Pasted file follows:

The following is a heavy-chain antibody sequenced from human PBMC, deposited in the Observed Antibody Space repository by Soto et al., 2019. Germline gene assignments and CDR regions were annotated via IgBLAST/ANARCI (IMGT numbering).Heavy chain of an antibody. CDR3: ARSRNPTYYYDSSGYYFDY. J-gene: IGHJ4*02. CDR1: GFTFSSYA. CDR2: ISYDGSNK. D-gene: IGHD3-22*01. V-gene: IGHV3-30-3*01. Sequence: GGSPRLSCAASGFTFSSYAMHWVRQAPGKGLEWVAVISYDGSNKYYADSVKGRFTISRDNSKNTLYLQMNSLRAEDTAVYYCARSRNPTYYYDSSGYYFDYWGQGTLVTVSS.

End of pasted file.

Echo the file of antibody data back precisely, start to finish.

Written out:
The following is a heavy-chain antibody sequenced from human PBMC, deposited in the Observed Antibody Space repository by Soto et al., 2019. Germline gene assignments and CDR regions were annotated via IgBLAST/ANARCI (IMGT numbering).Heavy chain of an antibody. CDR3: ARSRNPTYYYDSSGYYFDY. J-gene: IGHJ4*02. CDR1: GFTFSSYA. CDR2: ISYDGSNK. D-gene: IGHD3-22*01. V-gene: IGHV3-30-3*01. Sequence: GGSPRLSCAASGFTFSSYAMHWVRQAPGKGLEWVAVISYDGSNKYYADSVKGRFTISRDNSKNTLYLQMNSLRAEDTAVYYCARSRNPTYYYDSSGYYFDYWGQGTLVTVSS.